Warnings over risks stemming from Brazilian Butt Lift

PHOENIX (KSAZ) -- There's a new warning out about a very popular cosmetic surgery called the Brazilian Butt Lift.

According to a new study, as the popularity grows for the procedure, so does the death toll.

"It's life changing. It was worth it for me," said Yury Lopez, who underwent the procedure.

"About seven years ago, it really started to increase in number of people wanting the fat, when we take it out, to actually utilize it, recycle it, if you will, and put it back in to the body to give them enhancement in an area where they feel like they're lacking," said Infini Cosmetic Associates cosmetic surgeon Dr. William Hall.

The technical term for Brazilian Butt Lift is "Gluteal Fat Grafting".  

"We take fat out of anywhere on the body, and we put fat back in to build the buttocks, or to build breast up with your own natural tissue," said Dr. Hall.

Although the procedure has been done for decades, it wasn't ruled risky until recently. A task force of professionals in the plastic surgery field published a study, estimating the mortality rate to be 1 in 3,000, which makes it the highest of all cosmetic surgeries. 

"What we found is that fat grafted into the buttock muscle is the reason why deaths are occurring," said Dr. Sean Lille, a board-certified plastic surgeon.

According to Dr. Lille, the cause of death is Fat Embolism, due to injecting fat into the muscle. 

"What happens is when you inject the fat, due to the instrument going back and forth during the injection process that injures some of those veins, and during the injection process," said Dr. Lille. "Due to the injury, that fat can be injected into the vein itself, and that gets injected into the heart and lung system, and that's when the problem occurs."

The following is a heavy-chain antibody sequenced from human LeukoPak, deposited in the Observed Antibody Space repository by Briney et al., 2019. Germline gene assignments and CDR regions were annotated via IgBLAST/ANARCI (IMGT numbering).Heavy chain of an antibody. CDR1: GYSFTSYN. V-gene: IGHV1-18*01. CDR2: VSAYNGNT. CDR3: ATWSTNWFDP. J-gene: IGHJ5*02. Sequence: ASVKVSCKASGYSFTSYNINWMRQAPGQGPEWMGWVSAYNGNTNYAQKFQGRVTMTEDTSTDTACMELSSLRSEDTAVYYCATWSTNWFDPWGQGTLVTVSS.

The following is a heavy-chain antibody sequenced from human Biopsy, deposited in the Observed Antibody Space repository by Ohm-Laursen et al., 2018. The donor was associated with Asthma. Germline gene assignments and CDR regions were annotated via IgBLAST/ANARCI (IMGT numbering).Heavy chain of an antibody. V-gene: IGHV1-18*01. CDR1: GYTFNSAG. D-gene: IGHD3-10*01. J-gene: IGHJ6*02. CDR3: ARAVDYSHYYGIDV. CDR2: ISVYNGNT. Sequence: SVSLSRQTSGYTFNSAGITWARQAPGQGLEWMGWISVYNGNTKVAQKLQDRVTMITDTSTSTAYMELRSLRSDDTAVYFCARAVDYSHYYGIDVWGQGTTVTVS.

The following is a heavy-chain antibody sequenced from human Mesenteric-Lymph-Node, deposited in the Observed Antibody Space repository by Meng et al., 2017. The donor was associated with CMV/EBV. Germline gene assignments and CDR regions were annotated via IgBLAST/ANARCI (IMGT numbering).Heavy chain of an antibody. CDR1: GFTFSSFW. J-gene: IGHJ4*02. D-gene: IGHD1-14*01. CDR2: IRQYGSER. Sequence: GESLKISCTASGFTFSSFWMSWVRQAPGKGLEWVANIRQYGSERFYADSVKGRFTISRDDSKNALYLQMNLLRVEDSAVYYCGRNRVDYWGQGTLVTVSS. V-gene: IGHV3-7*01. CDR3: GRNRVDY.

Due to these new alarming numbers, a new standard of care has been given to doctors performing the surgery.  

"What's come out is the fact that the only part where you can inject the fat is in the subcutaneous space, and that is the area above the muscle," said Dr. Lille. 

Dr. Hall said the procedure is typically safe, if done right. Dr. Hall has been performing the surgery for about 18 years, and has never had an issue.

"I do anywhere from five to 10 liposuctions a week, and out of those, I would say an average of two to five Brazilian Butt Lifts a week," said Dr. Hall.    

Lopez, like most women after having children, wanted to feel better about herself, so she opted for the surgery. 

"My abdomen, my waist, hips was the biggest thing," said Lopez. Even doing diets and going to the gym it wasn't just going down."     

For now, the best rule of thumb is to trust only a board-certified plastic or cosmetic surgeon. With any surgery, however, comes risks, and Doctors Hill and Lille said anyone looking to get any type of surgery should research it, as well as a potential doctor, thoroughly. 

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